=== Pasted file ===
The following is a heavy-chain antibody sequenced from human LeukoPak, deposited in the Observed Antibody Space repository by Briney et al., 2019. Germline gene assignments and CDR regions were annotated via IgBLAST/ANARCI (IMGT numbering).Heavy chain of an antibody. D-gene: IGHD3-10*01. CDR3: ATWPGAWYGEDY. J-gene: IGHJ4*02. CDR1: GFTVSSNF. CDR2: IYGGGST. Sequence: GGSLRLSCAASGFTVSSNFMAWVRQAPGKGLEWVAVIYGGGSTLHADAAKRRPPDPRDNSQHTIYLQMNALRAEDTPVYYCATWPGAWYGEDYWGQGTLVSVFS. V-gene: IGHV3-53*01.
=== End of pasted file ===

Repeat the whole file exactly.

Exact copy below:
The following is a heavy-chain antibody sequenced from human LeukoPak, deposited in the Observed Antibody Space repository by Briney et al., 2019. Germline gene assignments and CDR regions were annotated via IgBLAST/ANARCI (IMGT numbering).Heavy chain of an antibody. D-gene: IGHD3-10*01. CDR3: ATWPGAWYGEDY. J-gene: IGHJ4*02. CDR1: GFTVSSNF. CDR2: IYGGGST. Sequence: GGSLRLSCAASGFTVSSNFMAWVRQAPGKGLEWVAVIYGGGSTLHADAAKRRPPDPRDNSQHTIYLQMNALRAEDTPVYYCATWPGAWYGEDYWGQGTLVSVFS. V-gene: IGHV3-53*01.